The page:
Let’s say you need to buy a good friend a birthday present. You figure she spent around $30 on your birthday gift and you’d like to spend around the same on hers. You come to a soap vendor’s table and find a bar of soap you think she’ll love. But it’s $5. If you buy that bar of soap it means you need to find $25 worth of product that makes sense to give with a bar of soap. Wouldn’t it be so much easier if that same vendor sold a $25 gift set of soaps with a matching loofah that was packaged in a beautiful box that made it look like it’s worth much more? And you could add on a beautiful gift bag, tissue paper and ribbon for $5? All your shopping done in one stop.
Think about the different price points you can create for your products. You may alter the options to create a low-priced, mid-priced and high-priced product.
For example, a soap vendor may offer sample sized soaps for $2.50, full bars of soap for $7.50 and gift sets for $25. A scarf vendor may offer the same scarf in polyester, wool and high-end cashmere for their 3 price ranges. And an art vendor may sell cards, prints and originals.
Think about how comfortable you are spending over $50 for a product made by a business you’ve never heard of. You don’t know how long they’ve been in business, how great their quality is, etc.
If you like their products but you want to think about it before you jump into a large purchase, you’ll likely want to test the waters with a smaller purchase.
Offering smaller, less expensive versions of your products not only works with different budgets, it also works with different comfort levels and helps ensure someone will buy today and come back for something bigger tomorrow instead of simply not buying.
Before you dive into making anything, determine your profits. If you have a great idea to put your woodworking skills to use and you want to sell cutting boards, but it takes you 2 hours to make one, it’s unlikely you’ll recoup your time costs or be able to keep up with demand.
The more you can lower your costs, the higher your profits and the more money you’ll make with each sale.
Consider all the materials, expenses and time that come with making your product. Don’t skim over this part or price your products based on what you think people will pay. You’re in business and you must be able to cover your costs and make a profit.
Expenses may be high in the start up phase due to buying tools, materials, etc. to get started. But after a couple craft shows, you should be able to make a profit and you want to be sure each product you sell makes a decent profit.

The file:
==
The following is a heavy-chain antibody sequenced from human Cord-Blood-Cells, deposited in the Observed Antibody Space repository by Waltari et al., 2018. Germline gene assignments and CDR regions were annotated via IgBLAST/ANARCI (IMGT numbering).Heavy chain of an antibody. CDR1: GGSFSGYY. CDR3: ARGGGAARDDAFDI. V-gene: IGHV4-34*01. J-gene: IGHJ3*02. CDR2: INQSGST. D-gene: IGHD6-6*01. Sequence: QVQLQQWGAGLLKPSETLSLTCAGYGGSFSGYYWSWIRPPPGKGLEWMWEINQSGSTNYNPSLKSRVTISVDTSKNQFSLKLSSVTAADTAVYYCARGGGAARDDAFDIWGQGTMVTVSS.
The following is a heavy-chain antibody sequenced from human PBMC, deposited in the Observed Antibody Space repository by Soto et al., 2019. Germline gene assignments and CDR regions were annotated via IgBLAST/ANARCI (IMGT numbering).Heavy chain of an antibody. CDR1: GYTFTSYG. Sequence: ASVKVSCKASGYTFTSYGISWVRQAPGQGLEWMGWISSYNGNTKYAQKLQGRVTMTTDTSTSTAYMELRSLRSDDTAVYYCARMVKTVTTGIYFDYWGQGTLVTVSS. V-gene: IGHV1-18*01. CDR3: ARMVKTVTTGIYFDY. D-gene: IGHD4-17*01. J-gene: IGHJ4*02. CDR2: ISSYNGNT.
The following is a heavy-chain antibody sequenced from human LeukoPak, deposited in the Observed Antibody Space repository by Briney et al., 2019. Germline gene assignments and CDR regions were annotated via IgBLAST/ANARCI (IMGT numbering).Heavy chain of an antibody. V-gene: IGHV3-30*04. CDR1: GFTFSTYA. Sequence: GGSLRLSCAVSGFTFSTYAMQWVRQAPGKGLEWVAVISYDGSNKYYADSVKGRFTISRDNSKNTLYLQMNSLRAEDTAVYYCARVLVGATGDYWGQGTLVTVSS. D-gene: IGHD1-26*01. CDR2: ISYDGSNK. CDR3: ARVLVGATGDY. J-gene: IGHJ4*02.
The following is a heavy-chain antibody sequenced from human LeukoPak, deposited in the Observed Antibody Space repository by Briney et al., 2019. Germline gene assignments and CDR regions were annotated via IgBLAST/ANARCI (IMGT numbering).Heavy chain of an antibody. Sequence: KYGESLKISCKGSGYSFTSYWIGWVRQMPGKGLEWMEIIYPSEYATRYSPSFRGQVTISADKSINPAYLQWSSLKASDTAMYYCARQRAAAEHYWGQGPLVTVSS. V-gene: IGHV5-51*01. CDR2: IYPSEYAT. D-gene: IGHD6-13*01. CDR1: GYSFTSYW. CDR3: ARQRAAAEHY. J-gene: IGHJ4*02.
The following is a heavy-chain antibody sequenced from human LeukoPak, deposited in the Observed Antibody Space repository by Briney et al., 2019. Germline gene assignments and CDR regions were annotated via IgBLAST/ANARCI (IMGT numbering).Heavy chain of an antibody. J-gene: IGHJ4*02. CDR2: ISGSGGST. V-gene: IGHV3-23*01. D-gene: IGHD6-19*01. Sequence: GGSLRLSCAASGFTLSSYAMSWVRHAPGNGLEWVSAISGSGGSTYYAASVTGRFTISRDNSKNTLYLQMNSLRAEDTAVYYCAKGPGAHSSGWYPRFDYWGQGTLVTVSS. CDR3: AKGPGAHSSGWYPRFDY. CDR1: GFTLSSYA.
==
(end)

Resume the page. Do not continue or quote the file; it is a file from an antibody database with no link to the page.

If you’re selling soaps at $5 a bar, 75% of that price should be profit. Meaning the cost of your materials and your time to make that bar of soap is about $1.25, giving you $3.75 profit.
Let’s say you decide your time is worth $30/hour ($0.50/minute) and the materials for one bar of soap work out to $1.00 of the $1.25 in costs. That means that you’re paying yourself $0.25/soap and you would need to make 120 bars of soap in an hour to be making $30.00/hour (1/2 minute to make one bar).
That doesn’t sound so realistic now does it? If it’s more like 5 minutes/ bar of soap, you can make 12 bars of soap in an hour and in order to earn $30 for that hour, your time is $2.50/ bar of soap. Bringing your total cost to $3.50 (time + materials). Leaving you with $1.50 profits.
OR it devalues your time so you’re only making $3/hour.
If you’re thinking about offering a new product, really dissect the costs of it before you go into production. Although you may be able to sell lots of that product, you’re not making lots of money if your profits are low.
If the numbers aren’t adding up now, consider if there are ways you can lower your material costs (e.g. buying in bulk) or decrease your time to make it (e.g. creating in bulk).
I hope this article sparked some ideas on what you can sell at craft shows to make money.
Every business is different and you have to decide what works best for yours. If you’re able to make a wide variety of products, spanning under different purposes, categories and subcategories, and you’re making lots of money, then follow your plan and ignore my advice to focus and niche down.
My advice is based on my experience as a handmade seller, craft show shopper and website owner who sees which online shops and products garner the most attention, messages and sales.
Comment below if you have questions related to this article and how it applies to your specific products.
I also think you’ll really enjoy my FREE 5 DAY CHALLENGE if you’re curious about how to improve your display and seeing how little changes can affect your sales.
Wishing you success!